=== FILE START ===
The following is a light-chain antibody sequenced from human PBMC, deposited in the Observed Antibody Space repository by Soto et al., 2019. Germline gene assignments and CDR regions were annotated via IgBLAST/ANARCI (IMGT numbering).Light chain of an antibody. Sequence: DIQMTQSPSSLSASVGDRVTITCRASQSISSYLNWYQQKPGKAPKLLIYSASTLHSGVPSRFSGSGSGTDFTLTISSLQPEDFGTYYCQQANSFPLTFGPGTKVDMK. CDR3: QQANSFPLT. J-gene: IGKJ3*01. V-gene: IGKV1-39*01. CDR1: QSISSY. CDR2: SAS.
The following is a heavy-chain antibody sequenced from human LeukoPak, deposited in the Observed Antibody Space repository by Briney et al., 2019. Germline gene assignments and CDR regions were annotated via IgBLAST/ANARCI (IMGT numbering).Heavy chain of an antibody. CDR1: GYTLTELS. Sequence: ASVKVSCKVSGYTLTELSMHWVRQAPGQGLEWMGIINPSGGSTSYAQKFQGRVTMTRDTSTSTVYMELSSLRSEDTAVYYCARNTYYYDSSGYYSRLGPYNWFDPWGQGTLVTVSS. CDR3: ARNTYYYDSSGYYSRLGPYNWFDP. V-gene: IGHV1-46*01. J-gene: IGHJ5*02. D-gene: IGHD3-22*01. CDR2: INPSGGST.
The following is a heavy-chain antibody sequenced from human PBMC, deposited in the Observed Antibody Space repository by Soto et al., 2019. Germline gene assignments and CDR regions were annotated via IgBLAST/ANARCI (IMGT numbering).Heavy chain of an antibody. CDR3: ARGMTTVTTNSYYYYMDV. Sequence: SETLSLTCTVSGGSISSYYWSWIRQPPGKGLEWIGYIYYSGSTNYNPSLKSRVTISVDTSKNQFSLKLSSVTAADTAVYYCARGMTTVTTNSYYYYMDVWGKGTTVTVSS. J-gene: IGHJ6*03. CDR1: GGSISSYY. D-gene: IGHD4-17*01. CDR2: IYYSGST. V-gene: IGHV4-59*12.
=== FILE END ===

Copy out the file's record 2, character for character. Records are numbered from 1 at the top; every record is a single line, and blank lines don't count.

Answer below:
The following is a heavy-chain antibody sequenced from human LeukoPak, deposited in the Observed Antibody Space repository by Briney et al., 2019. Germline gene assignments and CDR regions were annotated via IgBLAST/ANARCI (IMGT numbering).Heavy chain of an antibody. CDR1: GYTLTELS. Sequence: ASVKVSCKVSGYTLTELSMHWVRQAPGQGLEWMGIINPSGGSTSYAQKFQGRVTMTRDTSTSTVYMELSSLRSEDTAVYYCARNTYYYDSSGYYSRLGPYNWFDPWGQGTLVTVSS. CDR3: ARNTYYYDSSGYYSRLGPYNWFDP. V-gene: IGHV1-46*01. J-gene: IGHJ5*02. D-gene: IGHD3-22*01. CDR2: INPSGGST.